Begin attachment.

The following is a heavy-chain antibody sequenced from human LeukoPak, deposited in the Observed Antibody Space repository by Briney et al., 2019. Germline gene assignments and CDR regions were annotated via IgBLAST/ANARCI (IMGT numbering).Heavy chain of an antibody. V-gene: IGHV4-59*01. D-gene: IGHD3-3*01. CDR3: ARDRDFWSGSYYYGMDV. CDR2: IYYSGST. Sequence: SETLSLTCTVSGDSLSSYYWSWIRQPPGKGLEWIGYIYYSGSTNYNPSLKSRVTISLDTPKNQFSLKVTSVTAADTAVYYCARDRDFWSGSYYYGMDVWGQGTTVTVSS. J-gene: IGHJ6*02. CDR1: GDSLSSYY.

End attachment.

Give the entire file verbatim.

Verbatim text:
The following is a heavy-chain antibody sequenced from human LeukoPak, deposited in the Observed Antibody Space repository by Briney et al., 2019. Germline gene assignments and CDR regions were annotated via IgBLAST/ANARCI (IMGT numbering).Heavy chain of an antibody. V-gene: IGHV4-59*01. D-gene: IGHD3-3*01. CDR3: ARDRDFWSGSYYYGMDV. CDR2: IYYSGST. Sequence: SETLSLTCTVSGDSLSSYYWSWIRQPPGKGLEWIGYIYYSGSTNYNPSLKSRVTISLDTPKNQFSLKVTSVTAADTAVYYCARDRDFWSGSYYYGMDVWGQGTTVTVSS. J-gene: IGHJ6*02. CDR1: GDSLSSYY.